Brussels clarifies how copyrighted content should be removed

A user browses on Youtube

A user browses on Youtube

The European Comission clarified this friday how content subject to intellectual property rights should be removed that users hang on platforms such as Youtube or TikTok, when the copyright directive that Spain has not yet transposed comes into force on Monday.

Is about one of the most controversial points that has surrounded this directive and with these directives that it was obliged to present, Brussels explained what the balance should be on the internet between the right to intellectual property and that of the freedom of expression and the role of large platforms to guarantee it.

Companies must reach agreements with the owners copyright so that its contents can continue to be displayed on web pages, in such a way that authors have more benefits for their works shared on the internet. Although if they do not reach that pact, platforms such as YouTube or Facebook they will be exempt from blocking the publication if they show that they have made every effort to sign the contract with the holders of the intellectual property.

The Commission also explained how the technological filters used by platforms to detect what content should they remove, one of the issues that defenders of freedom of expression have fought the most. The algorithms must be able to detect if a user has posted a complete movie illegally recorded in the cinema on YouTube. In that case, they should remove it, but not if a person uses a small fragment of that film to comment on it in a personal video. The filters They will not be able to delete the photos or memes that are published as parody, nor the links in encyclopedias like Wikipedia that are not for profit.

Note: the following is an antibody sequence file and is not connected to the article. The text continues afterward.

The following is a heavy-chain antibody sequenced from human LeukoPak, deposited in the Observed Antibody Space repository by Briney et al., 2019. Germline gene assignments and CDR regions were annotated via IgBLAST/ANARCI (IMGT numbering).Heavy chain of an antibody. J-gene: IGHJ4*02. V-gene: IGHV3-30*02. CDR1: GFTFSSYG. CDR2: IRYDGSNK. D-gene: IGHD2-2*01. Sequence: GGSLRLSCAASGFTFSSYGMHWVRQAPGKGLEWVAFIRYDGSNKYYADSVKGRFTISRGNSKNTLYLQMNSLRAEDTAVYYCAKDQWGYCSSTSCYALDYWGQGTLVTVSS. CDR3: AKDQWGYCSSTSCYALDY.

The vice president of the Community Executive for the Digital Era, Margrethe Vestager, assured that with the new regulations "creators will receive fair remuneration for their work and users will be able to trust clear rules that protect freedom of expression." The directive will ensure that "what is illegal offline will also be illegal on the internet," said Internal Market Commissioner Thierry Breton.

However, Brussels did not clarify another of the controversial aspects of the directive, especially in Spain, such as the agreements that press editors must reach with news aggregators such as Google News, so that they can display their articles.

By not having transposed the directive on time - the Government did not bring it to approval at the last Council of Ministers - Brussels could initiate a infringement procedure against Spain which, ultimately, could lead to a complaint before the Court of Justice of the European Union.


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